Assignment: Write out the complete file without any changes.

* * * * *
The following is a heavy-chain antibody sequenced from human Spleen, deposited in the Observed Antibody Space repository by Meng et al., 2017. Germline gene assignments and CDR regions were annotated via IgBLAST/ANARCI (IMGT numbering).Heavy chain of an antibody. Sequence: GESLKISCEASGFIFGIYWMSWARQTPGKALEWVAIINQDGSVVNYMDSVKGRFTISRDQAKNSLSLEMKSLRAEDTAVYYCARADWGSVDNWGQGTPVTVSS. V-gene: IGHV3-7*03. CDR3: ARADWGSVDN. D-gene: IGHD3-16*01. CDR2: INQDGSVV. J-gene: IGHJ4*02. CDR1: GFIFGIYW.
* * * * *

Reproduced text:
The following is a heavy-chain antibody sequenced from human Spleen, deposited in the Observed Antibody Space repository by Meng et al., 2017. Germline gene assignments and CDR regions were annotated via IgBLAST/ANARCI (IMGT numbering).Heavy chain of an antibody. Sequence: GESLKISCEASGFIFGIYWMSWARQTPGKALEWVAIINQDGSVVNYMDSVKGRFTISRDQAKNSLSLEMKSLRAEDTAVYYCARADWGSVDNWGQGTPVTVSS. V-gene: IGHV3-7*03. CDR3: ARADWGSVDN. D-gene: IGHD3-16*01. CDR2: INQDGSVV. J-gene: IGHJ4*02. CDR1: GFIFGIYW.